Thursday, April 20, 2006

Dr. Harvey Weinstein At Your Service

Dr. Harvey Weinstein was sitting with his head on his paws, looking at his empty food bowl with mock consternation, as if he might fill it through sheer force of will.

It had been a long week for Dr. Weinstein, pet psychiatrist, and he was worn out. Tired from a long week of dealing with the problems of his canine friends and looking foward to a lazy weekend with Darlene, his beloved owner, whom he most praised for her laziness and disinterest in walking him farther than two blocks.

Dr. Weinstein got enough stimulation during the week.

First it was the Bichon Friese with the acute anxiety every time her owner went to the gym. Chloe would see Mrs. Parker get out the yoga mat and her little doggie heart would race. She feared Mrs. Parker, who she thought was too old for such things, would pull a muscle and not be able to pick her up.

Chloe was, in short, nuts.

Things had gone downhill from there.

Every day at around noon, his walker, Carl, a ex-hippie who lived in the East 70s would come by Dr. Weinstein's place on 84th between Lexington and Park and strap on the leash. Then they would trot over to the dog park and Dr. Weinstein would begin his work.

After Chloe on Monday he talked with Samson, a middle-aged Golden Retriever wtih a chip on his shoulder. Samson was in love with a Bulldog bitch named Ella, but Ella wasn't having it. She would turn her head and walk away when Samson tried to sniff her butt. She stood still, staring at him, when he tried to play chase. Ella was cold. Samson had to realize that it wasn't personal. She'd never gotten over being spayed, and secretly dreamed of puppies of her own. Even if she did have a litter, Dr. Weinstein figured she'd still be a pain in the ass. He didn't like the Park Avenue dogs with their gilded collars and steak dinners.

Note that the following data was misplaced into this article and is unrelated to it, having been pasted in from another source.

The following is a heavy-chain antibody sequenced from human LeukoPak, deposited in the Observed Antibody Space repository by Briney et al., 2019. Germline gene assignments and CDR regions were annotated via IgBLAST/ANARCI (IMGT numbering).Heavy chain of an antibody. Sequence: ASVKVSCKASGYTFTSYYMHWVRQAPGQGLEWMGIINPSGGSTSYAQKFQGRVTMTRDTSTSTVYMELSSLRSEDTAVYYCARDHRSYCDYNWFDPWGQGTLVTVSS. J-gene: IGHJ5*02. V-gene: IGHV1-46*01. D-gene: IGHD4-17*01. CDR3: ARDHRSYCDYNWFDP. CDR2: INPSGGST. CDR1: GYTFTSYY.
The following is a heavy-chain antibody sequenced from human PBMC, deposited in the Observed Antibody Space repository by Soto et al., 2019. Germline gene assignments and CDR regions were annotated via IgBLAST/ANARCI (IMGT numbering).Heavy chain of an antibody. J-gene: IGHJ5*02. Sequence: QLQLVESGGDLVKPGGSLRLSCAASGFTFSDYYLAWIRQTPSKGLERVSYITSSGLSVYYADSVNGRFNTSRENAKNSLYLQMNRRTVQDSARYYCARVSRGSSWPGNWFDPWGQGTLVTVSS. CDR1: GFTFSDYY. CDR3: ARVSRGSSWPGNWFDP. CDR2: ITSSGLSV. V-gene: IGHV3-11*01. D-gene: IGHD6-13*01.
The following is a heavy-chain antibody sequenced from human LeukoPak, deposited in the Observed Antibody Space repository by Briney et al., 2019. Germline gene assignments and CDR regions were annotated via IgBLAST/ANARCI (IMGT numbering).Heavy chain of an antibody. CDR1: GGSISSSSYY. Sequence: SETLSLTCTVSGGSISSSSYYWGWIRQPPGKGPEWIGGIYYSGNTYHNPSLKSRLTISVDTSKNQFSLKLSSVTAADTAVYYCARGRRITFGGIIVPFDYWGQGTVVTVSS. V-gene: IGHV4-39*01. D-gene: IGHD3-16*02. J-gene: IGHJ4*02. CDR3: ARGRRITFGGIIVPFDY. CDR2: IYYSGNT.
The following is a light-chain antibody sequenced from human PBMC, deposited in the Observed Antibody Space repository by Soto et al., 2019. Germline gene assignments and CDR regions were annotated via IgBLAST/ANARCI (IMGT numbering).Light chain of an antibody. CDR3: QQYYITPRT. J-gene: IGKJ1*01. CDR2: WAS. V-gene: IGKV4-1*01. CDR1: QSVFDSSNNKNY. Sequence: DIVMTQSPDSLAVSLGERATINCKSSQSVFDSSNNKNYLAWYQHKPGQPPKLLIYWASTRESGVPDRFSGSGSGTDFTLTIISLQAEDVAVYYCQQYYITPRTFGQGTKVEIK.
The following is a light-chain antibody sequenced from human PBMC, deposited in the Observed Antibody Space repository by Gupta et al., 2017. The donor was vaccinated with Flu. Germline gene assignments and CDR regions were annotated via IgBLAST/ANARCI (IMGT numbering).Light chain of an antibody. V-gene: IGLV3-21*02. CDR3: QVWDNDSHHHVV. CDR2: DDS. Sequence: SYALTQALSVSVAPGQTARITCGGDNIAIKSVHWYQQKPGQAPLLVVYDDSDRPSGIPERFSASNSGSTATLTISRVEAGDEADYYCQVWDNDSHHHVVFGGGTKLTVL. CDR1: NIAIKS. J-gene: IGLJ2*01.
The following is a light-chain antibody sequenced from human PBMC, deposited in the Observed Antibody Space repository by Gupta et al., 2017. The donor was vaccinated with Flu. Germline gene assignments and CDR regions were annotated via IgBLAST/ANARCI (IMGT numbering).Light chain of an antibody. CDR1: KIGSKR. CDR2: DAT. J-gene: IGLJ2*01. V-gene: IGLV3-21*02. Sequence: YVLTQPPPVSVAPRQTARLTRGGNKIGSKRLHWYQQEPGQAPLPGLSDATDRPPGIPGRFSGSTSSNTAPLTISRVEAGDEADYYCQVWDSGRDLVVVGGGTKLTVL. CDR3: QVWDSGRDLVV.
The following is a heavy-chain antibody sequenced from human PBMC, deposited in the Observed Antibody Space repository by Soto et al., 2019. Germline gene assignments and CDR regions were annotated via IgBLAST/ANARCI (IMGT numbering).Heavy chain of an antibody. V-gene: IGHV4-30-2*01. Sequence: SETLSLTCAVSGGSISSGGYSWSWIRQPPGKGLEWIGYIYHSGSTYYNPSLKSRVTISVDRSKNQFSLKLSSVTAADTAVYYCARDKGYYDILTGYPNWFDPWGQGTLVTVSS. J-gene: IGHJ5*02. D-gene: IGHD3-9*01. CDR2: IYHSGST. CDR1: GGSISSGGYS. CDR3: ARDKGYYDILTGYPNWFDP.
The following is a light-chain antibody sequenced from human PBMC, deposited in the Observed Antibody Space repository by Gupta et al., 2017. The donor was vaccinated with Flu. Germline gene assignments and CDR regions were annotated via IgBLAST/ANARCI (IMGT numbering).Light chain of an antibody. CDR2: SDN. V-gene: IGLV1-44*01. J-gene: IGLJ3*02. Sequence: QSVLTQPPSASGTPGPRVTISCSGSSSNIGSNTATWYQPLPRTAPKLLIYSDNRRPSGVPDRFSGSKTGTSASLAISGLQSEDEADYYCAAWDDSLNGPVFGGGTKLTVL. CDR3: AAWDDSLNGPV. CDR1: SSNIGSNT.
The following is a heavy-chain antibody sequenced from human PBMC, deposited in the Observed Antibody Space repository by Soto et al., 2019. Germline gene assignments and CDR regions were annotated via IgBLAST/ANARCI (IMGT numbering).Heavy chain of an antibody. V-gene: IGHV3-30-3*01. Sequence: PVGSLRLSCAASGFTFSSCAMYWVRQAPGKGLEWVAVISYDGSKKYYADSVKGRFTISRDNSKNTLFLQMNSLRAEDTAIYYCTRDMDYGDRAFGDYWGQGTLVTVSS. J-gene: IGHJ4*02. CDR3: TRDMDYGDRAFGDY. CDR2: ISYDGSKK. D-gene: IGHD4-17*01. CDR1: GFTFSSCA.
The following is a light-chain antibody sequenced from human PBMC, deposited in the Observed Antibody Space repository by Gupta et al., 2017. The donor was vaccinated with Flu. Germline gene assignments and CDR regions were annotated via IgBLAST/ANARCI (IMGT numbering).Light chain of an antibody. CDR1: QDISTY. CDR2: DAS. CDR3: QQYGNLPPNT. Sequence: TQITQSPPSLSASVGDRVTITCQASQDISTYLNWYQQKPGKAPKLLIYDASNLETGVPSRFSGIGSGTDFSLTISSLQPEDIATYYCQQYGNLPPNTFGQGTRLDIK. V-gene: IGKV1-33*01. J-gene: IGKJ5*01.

Dr. Weinstein sighed as he started at his empty bowl. Darlene was late, and his stomach knew it. He tried to amuse himself by moving over to the window. He perched up, with his paws on the sill, and stared down at the evening traffic on 84th Street. A Schnauzer pulled at his leash. A woman walked a double stroller, Dr. Weinstein's favorite kind to shade himself behind on a summer afternoon in Central Park.

"Where could she be?" thought Dr. Weinstein.

But he was no good at finding the reasons for human behavior. Those beasts were beyond him.

Dr. Weinstein preferred his canine bretheren -- furry and fierce. Although he had to confess that it was hard to find a fierce one among the Upper East Side dog park set. Most of his patients were depressed. Longed to see what real, natural dirt felt like under their paws. Very few were openly angry.

Except, of course, for Enid, the Rotweiller. Why she lived in the city Dr. Weinstein could hardly fathom. She'd come from the Chicago suburbs where she used to have her own yard, she would boast. Yard. Sticks. Wild rabbits to chase. Paradise, she called it.

New York City was purgatory.

Dr. Weinstein listened to Enid on Tuesdays and Thursdays, trying to get her to see that things weren't so bad in the city. Fresh food. Nice walks. Other dogs to play with. The occasional kid to throw a stick. It's a good life, he would say. A good life.

The line repeated itself in his mind as Dr. Weinstein curled up on his doggie bed, facing the door, and closed his eyes.

It's a good life, he thought, as his mind faded and his dreams turned to he seaside, where he could romp among the waves, forgetting he ever knew the feeling of concrete beneath his paws.

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